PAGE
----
Stiff-necked and rebellious as the carnal Israelites were, their waywardness is recorded as a warning to the christian church of God, under the gospel dispensation, and written for our instruction. In that rebellious people we have a type of the church of God in her gospel organization. The covenant of works in which they were embraced was but the shadow of the covenant of grace and peace, in which the spiritual Israel are held, and the ceremonial law with all its precepts, ordinances and institutions, was a shadow of good things to come, pointing to the law of the Spirit of life in Christ Jesus, written and engraved not on tables of stone, but written in their hearts and engraved on their inward parts, and pointing them to the New Testament as containing the infallible rule of their christian obedience.

The inconstancy, disobedience and wanderings of Israel under the Levitical law and priesthood, point to the disobedience and wanderings of the people of God, of whom they were the type, and indicate the shortcomings and inconstancy, which all christians more or less feel and deplore in themselves, and in others who profess to be the children of the new and better covenant. And therefore the spirit of the admonition of the text may be regarded as applicable to the children of God at the present time, especially to those who have departed from the laws and institutions of the gospel, and to those who are born of the Spirit and have not owned their Lord and Master by walking in the ordinances and institutions of his kingdom. To all such may it not be said, “Thus saith the Lord, Stand ye in the ways, and see, and ask for the old paths,” etc?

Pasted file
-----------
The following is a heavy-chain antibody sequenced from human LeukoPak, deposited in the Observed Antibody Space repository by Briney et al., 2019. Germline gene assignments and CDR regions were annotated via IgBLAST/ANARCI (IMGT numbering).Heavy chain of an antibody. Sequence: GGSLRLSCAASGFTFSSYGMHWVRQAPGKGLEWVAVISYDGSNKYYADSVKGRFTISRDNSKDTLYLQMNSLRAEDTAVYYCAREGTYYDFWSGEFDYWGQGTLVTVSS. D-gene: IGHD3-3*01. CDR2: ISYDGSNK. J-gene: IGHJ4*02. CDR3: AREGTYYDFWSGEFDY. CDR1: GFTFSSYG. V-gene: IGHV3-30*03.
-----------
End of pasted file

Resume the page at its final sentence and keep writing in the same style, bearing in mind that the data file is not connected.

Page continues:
First, the heaven-born but disobedient child, who has not entered upon the ways appointed for the humble disciples to walk in; is it not the voice of the Lord which calls him to come out of Babylon, or out of and be separate from the world, and follow the Lamb whithersoever he leads the way? To follow him in the sacred ordinance of baptism? Thus saith the Lord Jesus, “Thus it becometh us to fulfill all righteousness.” Stand ye in the ways, in all the ways which he has instituted by precept, in all the ways that he has marked out by his example. The servant of Abraham said, “I being in the way, the Lord led me to the house of my master’s brethren.” But there is but one way to that house for those who have a right to enter there, and that is by the door. He that entereth not in by the door, but climbeth up some other way, the same is a thief and a robber. The Lord leads the blind in a way which they know not, and in paths which they have not known; and when he found Jacob in a waste howling wilderness, he led him about and instructed him, and kept him as the apple of his eye. “So the Lord alone did lead him, and there was no strange god with him.” Christ is himself the way. In him we are chosen, redeemed and saved, and in him we have our standing; and as we have received Christ Jesus the Lord, so we are exhorted to walk in him, as members of him, of his body, his flesh and his bones. We are in him as we are vitally identified with his church, which is his body, and in him, in this sense of the word, the child of God is commanded to stand, and see, and to ask for the old paths, etc. We are in him as the way when we are within the sacred precincts of his authority, standing in the letter and spirit of his precepts, and here we can see, and inquire, and ask for the good way. We are not at liberty to devise or invent some new way, or attempt to improve upon the old way which God has cast up for the righteous to walk in. The sons of Hagar may ridicule the good old way, and point the finger of scorn at those who stand or walk therein, and sneeringly say, You are behind the times, You do not keep pace with the progress of the world; still we are to ask only for the old paths, wherein we trace the footsteps of the flock of Christ. We are told that there is a way that seemeth right to a man, but the end thereof are the ways of death. All other ways and paths, except the old divinely authorized ways of Zion, are the way to hell, going down to the chambers of death.